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Page last updated at 13:14 GMT, Friday, 13 March 2009

Bite-Back Campaign

Dave Joyce
CWU Health, Safety and Environment Officer

I've been in the postal service all my working life and have seen the devastating effect that dog attacks have on postal workers.

6,000 dog attacks on postal workers

Members of my trade union, the Communication Workers Union, suffer around 6,000 dog attacks each year.

Some people never return to work for fear of repeat attacks while others suffer personal and relationship problems as a result of their injuries.

People think the stereotype of dogs nipping posties' ankles is funny, but it's anything but a joke.

That's why we launched the 'Bite-Back' campaign last year.

The worst attacks I've seen have occurred in the last two years.

Paul Coleman, a delivery postman in Sheffield, was carrying out his deliveries when two dogs attacked him, grabbing a leg each and dragging him to the ground where, for several terrifying minutes, they subjected him to a vicious mauling.

Paul suffered serious leg, arm and chest injuries and was in hospital for six days, undergoing skin grafts and plastic surgery.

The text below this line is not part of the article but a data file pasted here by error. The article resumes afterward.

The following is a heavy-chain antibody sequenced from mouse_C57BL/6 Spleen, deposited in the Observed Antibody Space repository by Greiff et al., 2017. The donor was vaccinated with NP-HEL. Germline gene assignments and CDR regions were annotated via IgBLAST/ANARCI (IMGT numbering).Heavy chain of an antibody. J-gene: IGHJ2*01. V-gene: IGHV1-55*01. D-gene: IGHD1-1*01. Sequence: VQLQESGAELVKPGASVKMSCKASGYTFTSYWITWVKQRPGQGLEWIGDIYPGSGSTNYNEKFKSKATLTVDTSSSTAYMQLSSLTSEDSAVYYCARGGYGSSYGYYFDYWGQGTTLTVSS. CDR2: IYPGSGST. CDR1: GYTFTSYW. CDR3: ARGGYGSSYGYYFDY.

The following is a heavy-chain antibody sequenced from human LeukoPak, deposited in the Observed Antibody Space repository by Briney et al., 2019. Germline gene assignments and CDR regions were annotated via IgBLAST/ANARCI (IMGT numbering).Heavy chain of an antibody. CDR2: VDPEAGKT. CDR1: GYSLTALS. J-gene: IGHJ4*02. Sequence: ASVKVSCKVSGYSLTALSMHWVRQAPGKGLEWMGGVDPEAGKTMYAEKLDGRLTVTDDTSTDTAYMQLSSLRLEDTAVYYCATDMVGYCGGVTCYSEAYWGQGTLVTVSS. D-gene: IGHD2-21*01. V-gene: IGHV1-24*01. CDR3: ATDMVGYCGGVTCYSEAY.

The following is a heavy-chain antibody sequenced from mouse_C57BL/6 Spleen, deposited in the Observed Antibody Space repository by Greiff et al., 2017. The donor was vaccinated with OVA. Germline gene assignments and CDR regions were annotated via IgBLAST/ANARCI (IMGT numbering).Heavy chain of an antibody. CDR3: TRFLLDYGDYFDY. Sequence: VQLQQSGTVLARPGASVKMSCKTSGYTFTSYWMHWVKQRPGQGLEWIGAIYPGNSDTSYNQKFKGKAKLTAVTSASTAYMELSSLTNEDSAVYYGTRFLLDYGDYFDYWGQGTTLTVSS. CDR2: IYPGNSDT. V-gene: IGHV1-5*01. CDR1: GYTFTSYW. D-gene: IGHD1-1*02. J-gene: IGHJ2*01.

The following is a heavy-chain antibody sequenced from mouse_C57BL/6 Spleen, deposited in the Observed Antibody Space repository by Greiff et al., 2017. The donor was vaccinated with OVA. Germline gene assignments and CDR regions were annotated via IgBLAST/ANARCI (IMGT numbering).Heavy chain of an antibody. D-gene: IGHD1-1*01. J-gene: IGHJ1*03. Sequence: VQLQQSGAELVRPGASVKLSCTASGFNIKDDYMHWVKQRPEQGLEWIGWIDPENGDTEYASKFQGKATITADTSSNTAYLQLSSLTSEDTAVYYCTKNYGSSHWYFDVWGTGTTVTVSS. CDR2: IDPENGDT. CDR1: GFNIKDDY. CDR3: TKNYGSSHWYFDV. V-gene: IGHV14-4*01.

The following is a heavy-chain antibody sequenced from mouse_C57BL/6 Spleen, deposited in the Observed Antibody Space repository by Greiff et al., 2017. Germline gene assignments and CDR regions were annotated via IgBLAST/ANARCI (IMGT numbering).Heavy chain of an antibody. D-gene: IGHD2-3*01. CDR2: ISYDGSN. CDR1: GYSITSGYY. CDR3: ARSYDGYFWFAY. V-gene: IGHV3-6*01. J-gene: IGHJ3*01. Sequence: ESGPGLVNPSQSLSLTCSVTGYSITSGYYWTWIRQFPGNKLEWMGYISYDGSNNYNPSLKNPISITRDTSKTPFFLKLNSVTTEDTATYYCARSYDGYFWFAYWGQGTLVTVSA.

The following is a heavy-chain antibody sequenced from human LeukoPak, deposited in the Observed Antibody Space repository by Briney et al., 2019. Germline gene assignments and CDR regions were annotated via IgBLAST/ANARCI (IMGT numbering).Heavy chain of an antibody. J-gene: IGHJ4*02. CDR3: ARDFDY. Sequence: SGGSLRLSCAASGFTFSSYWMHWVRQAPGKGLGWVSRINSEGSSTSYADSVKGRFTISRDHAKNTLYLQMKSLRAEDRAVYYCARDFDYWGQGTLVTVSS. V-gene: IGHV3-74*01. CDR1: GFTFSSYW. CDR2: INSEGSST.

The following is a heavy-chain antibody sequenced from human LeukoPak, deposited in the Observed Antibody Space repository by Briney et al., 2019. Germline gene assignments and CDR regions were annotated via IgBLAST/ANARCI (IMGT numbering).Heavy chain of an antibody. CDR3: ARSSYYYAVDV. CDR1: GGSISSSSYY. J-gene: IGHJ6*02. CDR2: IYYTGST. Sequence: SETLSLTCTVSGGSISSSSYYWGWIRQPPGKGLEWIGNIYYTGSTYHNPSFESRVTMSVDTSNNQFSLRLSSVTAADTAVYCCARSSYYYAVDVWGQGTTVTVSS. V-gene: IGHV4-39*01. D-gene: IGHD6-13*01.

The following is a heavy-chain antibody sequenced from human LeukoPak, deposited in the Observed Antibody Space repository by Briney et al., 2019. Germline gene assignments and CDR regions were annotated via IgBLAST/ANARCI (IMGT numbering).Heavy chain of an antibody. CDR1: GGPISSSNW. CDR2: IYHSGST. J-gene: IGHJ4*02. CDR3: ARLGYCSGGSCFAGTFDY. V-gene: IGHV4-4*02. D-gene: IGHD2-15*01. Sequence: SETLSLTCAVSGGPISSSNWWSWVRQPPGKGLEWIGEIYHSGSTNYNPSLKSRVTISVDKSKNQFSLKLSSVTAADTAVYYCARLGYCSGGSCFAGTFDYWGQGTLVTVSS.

Elaine Smith had the top of her index finger bitten off while delivering in Wakefield last year while another delivery worker in Watford escaped from a terrifying dog chase at a block of flats by jumping off the first floor balcony and breaking both his ankles.

Alan Smith was attacked by a German Shepherd in Milton Keynes and needed over 100 stitches on his face and another delivery worker in Somerset received serious injuries to his testicles last year which left him in a very bad condition for over a month.

German Shepherd Dog
German Shepherd savaged delivery worker in Somerset

In each of these cases, and the many others that take place every week, postal workers are not protected by the law because the majority of attacks take place on private property.

In most of the cases above the dog owners have received complete discharges while the postal workers have the lasting effects of injuries and no access to compensation or prosecution.

When we asked Defra ministers and officials last year to change the deficient law, they were sympathetic but were concerned about public perception of dogs not being able to protect private premises from burglars if changes were made which is utterly ridiculous.

Postal, gas, water and electricity workers all have to visit private properties as part of their job.

The current legal position also means that District Nurses, Home Helps, health visitors, care workers and meals on wheels volunteers could all get attacked without protection - Westminster is out of touch!

I own dogs and bred a Crufts champion English Bull Terrier not long ago.

The CWU Bite-Back campaign is not an anti-dog campaign.

It aims to get the law modernised to protect workers who have to go onto private property and hold to account irresponsible, careless and reckless owners of vicious dogs.

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